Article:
DiPT has hardly ever been scientifically examined for its psychoactive properties, so most of what we know comes from anecdotal reports, which must be taken with a grain of salt. Many reports on online forums say the arc of the trip fits a fairly typical tryptamine profile, with effects (including a possible buzz and light visuals) setting in slowly over the first one to two hours, after which the auditory effects are usually obvious, wearing off after six to eight hours.
Yet, while DiPT is often considered a purely auditory experience, anecdotal reports paint a more complex picture. DiPT’s subjective effects can include a body high, euphoria, and mild visuals, but also a feeling of inner ear pressure (“as if my ears were clogged but they aren’t,” says one note in Shulgin’s book). Dizziness, nausea, diarrhea, and tinnitus are also possible. Some users of online forums report effects lasting more than eight hours. One Reddit user claimed that a single dose of DiPT exacerbated a ringing in their ears that still persisted eight years later.
Another Redditor reported feeling mostly sober besides the auditory effects, while another said they were tripping “not only with my ears,” and that effects lingered for almost three days. Reports on Erowid attest to nausea, which may dissipate early or linger the entire trip. Someone who took 100 milligrams experienced muscle weakness, and was desperate for sound to return to normal nine hours later. Someone else who took 70 milligrams experienced “a mildly psychedelic state of mind with amusing thoughts.” Yet another user said that 72 milligrams of DiPT seemed to give the benefits of “two years of therapy in just eight hours.”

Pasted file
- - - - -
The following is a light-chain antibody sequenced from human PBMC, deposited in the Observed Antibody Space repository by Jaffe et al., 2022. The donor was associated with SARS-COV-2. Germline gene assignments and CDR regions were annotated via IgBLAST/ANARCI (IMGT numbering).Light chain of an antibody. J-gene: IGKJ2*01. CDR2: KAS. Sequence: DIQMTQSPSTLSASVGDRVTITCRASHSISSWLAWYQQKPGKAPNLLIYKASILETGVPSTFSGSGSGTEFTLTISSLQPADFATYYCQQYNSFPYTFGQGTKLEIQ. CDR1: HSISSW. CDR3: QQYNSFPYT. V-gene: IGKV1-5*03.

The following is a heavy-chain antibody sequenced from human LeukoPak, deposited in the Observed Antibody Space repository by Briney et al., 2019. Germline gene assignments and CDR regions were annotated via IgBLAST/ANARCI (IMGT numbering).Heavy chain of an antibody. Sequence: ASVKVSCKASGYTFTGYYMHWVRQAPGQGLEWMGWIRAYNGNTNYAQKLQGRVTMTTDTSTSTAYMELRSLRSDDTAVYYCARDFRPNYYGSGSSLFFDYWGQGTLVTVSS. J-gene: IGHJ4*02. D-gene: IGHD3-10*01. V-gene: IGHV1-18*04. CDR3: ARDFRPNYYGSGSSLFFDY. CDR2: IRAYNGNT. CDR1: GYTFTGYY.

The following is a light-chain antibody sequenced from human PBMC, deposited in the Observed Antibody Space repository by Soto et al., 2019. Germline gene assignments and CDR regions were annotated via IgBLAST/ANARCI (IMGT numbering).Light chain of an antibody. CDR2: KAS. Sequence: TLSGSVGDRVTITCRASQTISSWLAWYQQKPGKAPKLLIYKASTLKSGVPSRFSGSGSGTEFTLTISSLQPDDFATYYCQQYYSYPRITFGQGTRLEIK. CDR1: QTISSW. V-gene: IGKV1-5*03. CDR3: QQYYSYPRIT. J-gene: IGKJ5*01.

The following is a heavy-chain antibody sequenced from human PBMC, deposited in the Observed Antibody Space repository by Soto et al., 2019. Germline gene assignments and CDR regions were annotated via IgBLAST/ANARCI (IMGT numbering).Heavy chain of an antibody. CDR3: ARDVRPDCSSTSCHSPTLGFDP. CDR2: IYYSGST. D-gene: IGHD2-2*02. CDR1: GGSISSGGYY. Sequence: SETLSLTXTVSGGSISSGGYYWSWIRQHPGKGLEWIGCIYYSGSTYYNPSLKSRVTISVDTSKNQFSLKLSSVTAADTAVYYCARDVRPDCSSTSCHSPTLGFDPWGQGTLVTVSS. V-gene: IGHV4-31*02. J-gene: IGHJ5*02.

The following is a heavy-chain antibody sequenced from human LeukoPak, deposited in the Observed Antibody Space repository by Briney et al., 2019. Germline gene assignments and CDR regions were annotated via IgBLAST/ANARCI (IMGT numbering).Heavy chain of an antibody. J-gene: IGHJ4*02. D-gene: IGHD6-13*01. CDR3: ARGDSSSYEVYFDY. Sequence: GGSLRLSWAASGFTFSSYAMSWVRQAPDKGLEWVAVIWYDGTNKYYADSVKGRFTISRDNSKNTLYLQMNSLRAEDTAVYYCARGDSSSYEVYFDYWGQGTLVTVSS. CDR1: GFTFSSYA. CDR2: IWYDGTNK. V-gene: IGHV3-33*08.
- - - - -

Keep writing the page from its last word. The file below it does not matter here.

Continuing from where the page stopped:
In one striking anecdote from Shulgin’s book, someone who took 250 milligrams reported feeling like “a fallen angel” in “an anti-universe,” where “DiPT was the body of Satan.” We can’t know for sure what caused this person’s experience, says Daley, but “if you push the doses very high, there may be an accumulation of intermediate metabolic products that elevate above a threshold level where their effects can be felt.” In other words, at extreme doses, DiPT may break down into other compounds that come into play.
Clearly, DiPT can produce a range of experiences and would benefit from further scientific examination. DiPT has rarely been studied by scientists, so data about its toxicity and pharmacology is scarce. Closely related tryptamines have been linked to reports of overdose and death, so curious explorers should always proceed with caution and harm-reduction practices (see below). Anecdotally speaking, it seems that doses over 50 milligrams are more broadly and unpredictably psychedelic as opposed to simply auditory, and seemingly any dose can produce side effects that would be of particular concern for people already experiencing sinus pressure or tinnitus.